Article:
Pin It
tc legislativechamber600
Legislature Receives Report on Tioga Street Property
The Legislature received a full report on the County's examination of properties located on the 400 block of North Tioga Street in Ithaca, as county government looks at whether the adjoining parcels, located at 408, and 412-414 North Tioga, might be acquired to enable the County meet its office space and parking needs. The Legislature late last year authorized the County to enter into a four-month purchase option on the property, which expires later this month. The issue now before the Legislature is whether to exercise the County's option to acquire the property.

County Administrator Jason Molino's more than hour-long presentation on the County's ongoing feasibility study analysis, conducted with the assistance of HOLT Architects, was an updated and in-depth version of briefings delivered twice before to the Legislature's Facilities and Infrastructure Committee. The feasibility study's primary goal is to review the current and future needs of individual departments and consolidate a number of County offices into a single location to maximize efficiencies and remove or reduce lease payments.

Potential scenarios evaluated in the Study have increased to ten, which now include two primary office clustering options. The first would consolidate multiple County offices scattered across downtown into a new three-story building on North Tioga (37,000 s.f.), with the planned substantial renovation of the Old Jail building to retain existing offices. The second would consolidate into the new building those scattered downtown offices and would also relocate to the building offices currently located in the Old Jail—increasing building size to 46,000 s.f. and essentially returning to the Center of Government concept evaluated seven years ago. In addition, the design scenarios set out various options to expand parking options (an additional 25-42 spaces), and several include residential redevelopment options (one to five units of affordable housing) along Sears Street.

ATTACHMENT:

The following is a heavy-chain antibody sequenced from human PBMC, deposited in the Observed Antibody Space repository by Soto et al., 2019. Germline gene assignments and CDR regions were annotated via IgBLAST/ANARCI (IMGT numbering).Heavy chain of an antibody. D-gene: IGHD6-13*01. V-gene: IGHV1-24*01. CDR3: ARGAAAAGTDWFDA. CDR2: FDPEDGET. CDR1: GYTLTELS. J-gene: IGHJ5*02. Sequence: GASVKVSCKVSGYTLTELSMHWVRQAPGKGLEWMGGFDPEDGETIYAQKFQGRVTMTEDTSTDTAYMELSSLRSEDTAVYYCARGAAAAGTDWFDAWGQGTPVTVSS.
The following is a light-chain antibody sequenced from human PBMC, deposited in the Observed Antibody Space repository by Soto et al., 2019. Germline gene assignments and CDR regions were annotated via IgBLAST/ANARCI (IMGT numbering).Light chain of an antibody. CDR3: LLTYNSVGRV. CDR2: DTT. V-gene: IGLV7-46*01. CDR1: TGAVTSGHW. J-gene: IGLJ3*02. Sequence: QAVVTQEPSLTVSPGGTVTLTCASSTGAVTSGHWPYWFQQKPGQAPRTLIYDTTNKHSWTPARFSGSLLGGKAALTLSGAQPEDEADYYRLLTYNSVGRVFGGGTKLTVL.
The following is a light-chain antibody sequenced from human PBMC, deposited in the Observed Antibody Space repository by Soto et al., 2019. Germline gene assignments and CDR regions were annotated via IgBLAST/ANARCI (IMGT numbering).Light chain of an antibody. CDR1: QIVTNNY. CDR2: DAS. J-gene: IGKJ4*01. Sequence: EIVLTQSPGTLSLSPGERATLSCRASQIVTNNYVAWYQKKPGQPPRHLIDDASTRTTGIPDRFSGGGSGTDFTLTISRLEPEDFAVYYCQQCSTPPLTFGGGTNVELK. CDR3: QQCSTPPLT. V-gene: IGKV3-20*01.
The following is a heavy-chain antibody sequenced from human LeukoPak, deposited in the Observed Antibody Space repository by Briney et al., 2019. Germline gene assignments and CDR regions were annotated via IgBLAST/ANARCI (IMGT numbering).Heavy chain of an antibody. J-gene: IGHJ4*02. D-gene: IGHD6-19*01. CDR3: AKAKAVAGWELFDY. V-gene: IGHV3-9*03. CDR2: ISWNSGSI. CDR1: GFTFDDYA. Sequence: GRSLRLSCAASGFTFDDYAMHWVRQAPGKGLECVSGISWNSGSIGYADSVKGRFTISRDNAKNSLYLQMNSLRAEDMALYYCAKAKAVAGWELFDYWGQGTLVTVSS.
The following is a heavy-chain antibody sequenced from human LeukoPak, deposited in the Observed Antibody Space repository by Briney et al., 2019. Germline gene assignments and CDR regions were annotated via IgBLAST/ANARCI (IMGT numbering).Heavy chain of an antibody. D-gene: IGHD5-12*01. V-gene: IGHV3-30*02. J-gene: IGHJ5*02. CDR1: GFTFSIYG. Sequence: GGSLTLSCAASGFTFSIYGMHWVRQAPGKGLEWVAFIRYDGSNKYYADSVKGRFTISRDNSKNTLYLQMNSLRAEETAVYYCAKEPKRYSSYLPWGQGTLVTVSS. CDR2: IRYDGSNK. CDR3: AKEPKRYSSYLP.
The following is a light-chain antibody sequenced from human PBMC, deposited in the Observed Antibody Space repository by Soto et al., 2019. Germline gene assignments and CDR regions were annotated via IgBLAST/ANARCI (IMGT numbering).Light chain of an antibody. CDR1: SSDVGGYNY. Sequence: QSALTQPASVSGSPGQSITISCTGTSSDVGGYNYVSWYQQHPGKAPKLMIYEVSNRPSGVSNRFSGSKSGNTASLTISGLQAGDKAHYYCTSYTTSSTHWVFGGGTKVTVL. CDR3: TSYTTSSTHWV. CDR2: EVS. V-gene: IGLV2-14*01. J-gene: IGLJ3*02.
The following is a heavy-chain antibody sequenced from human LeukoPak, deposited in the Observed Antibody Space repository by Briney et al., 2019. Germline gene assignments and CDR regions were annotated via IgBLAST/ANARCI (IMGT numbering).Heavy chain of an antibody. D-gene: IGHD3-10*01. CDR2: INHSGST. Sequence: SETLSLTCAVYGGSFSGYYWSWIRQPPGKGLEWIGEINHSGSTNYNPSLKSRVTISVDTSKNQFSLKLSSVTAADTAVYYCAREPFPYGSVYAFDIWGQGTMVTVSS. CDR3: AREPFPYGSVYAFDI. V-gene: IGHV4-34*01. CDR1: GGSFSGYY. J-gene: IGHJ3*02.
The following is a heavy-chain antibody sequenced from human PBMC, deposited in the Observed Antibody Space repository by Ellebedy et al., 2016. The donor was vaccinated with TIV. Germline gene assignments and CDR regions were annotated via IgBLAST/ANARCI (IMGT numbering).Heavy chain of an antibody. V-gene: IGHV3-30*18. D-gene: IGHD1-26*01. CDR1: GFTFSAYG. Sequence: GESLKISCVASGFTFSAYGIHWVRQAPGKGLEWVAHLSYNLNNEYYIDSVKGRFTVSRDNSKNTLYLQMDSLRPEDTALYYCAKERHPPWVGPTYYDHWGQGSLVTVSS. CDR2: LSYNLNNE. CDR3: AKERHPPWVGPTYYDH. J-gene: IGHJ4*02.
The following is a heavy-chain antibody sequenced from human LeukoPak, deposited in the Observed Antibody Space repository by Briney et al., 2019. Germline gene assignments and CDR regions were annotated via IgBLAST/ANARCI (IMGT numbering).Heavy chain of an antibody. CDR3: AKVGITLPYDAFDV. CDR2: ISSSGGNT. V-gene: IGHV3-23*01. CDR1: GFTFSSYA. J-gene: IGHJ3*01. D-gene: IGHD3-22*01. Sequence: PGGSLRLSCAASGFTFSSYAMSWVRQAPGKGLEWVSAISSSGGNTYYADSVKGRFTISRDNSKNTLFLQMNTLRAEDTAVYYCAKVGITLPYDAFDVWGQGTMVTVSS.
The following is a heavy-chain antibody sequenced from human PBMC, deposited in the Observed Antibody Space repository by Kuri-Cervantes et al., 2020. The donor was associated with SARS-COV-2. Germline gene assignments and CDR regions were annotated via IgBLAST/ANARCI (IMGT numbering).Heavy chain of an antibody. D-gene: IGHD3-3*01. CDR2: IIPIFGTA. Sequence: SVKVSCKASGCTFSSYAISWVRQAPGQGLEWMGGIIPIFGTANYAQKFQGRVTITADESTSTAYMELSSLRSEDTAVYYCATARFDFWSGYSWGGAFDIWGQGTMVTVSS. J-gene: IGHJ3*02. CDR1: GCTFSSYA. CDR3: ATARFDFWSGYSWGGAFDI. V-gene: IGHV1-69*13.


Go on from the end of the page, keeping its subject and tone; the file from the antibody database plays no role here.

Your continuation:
Total project cost (with design to LEED Silver standards) is projected at $18.55 million to $19.55 million, which includes new building development cost of $12.8 to 14.5 million, land acquisition cost, and cost of related renovation to other buildings. Project financing would include sale of Sears Street land and the Annex C Building, the 2019 budget appropriation for the Old Jail renovation, and fund balance from the Capital Fund and General Fund. Needed bonding of approximately $9 million would be supported by the County's annual capital contribution.

Administrator Molino concludes that the North Tioga/Sears Street parcels can easily support a new building of sufficient size to meeting the County's needs, that the project has additional parking and/or residential development options, and that the County can financially support the project as part of its capital plan.

The Legislature's Facilities and Infrastructure, and Budget, Capital, and Personnel Committees will review the project in joint session April 10th, with the Legislature scheduled to consider a purchase resolution April 16th.

New Local Law Authorizes Best Value Purchasing
Following a public hearing, the Legislature by unanimous vote (Legislator Rich John was excused) adopted a new Local Law that authorizes the use of the "best value awards process" as authorized by New York State General Municipal Law. The Local Law provides additional procurement options to the County that may expedite the procurement process and result in cost savings. "Best value" indicates that criteria other than price may be considered when determining a bid, request for proposal, or request for qualification award—examples include lower cost of maintenance, durability, higher quality, and longer product life, based on objective, quantifiable analysis. The basis for determination may also identify factors such as small business, or certified minority- or women-owned business enterprises as defined in New York State Executive Law. The law also opens the opportunity for the County to "piggyback" on bids led by national cooperatives and other government agencies that have awarded contracts through the best value method, if found to be in the best interests of the County and County taxpayers, opening procurement options which previously had been unavailable.